By Simon Cottee
For a minute, Maryam thought the game was up. Home from university for the weekend, she overheard her father speaking loudly on the phone. He was emotional, angry: “She’s going out drinking and getting drunk and not returning anyone’s calls,” he raged.
Maryam froze, panicked. How did he know about her drinking? And what about her boyfriend, Michael? Did he know about him, too? “I thought he was talking about me,” she says, before explaining that it was actually her cousin Nasreen who was the object of her father’s outrage.
Maryam is a 25-year-old from the north of England. She’s currently at university, training to be a doctor. I recently interviewed her as part of a three-year research study, to be published later this year, on so-called “apostates” from Islam – men and women who used to follow Islam or identify as Muslim, but who no longer do.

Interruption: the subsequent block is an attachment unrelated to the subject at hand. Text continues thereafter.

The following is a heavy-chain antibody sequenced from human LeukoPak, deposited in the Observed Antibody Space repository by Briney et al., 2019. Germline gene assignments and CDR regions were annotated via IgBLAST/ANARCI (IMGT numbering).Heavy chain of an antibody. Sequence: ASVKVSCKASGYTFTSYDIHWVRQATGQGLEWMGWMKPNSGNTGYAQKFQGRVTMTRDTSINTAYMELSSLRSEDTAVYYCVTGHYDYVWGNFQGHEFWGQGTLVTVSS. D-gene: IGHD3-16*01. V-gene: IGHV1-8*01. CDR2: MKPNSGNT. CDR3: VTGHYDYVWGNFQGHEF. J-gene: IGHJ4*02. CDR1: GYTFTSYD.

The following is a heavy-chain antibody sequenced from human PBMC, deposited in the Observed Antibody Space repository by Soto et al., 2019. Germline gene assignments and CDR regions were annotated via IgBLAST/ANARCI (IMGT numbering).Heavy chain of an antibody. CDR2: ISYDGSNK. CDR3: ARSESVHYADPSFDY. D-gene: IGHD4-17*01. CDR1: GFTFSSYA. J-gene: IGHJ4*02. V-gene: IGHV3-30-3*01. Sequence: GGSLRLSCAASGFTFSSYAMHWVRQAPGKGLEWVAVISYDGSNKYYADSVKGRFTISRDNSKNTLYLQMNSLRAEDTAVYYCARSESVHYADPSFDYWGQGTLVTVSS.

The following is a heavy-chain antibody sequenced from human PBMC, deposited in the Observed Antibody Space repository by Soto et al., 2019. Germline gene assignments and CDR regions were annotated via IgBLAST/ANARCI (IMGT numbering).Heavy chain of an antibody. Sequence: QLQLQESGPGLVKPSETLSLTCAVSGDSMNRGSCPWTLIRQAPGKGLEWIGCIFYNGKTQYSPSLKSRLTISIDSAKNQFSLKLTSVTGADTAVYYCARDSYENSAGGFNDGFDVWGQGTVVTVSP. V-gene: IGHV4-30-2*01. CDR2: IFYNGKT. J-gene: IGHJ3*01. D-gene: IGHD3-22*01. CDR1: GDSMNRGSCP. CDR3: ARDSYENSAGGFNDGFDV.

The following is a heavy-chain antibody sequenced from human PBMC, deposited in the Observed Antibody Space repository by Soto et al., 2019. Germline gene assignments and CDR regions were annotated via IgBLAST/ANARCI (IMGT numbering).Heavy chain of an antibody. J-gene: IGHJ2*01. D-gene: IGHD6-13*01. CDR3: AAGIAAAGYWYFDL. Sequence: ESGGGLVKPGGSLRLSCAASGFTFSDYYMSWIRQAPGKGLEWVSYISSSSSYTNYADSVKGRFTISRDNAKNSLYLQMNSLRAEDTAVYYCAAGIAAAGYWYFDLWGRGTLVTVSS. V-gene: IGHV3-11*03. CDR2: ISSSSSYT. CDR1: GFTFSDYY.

Just over half of the 35 ex-Muslims I interviewed are like Maryam: in the closet about their apostasy, fearful that if they “come out” and open up about their disbelief that their families will reject and disown them.
Apostasy is a sin in Islam. The Quran, though it doesn’t mandate a worldly punishment for apostasy, threatens eternal torture and damnation for Muslims who leave the faith. The four leading classical schools of Islamic law on which the sharia is based – the Shafi, Hanbali, Maliki andHanafi – go even further, stipulating that the punishment for unrepentant apostasy is death.
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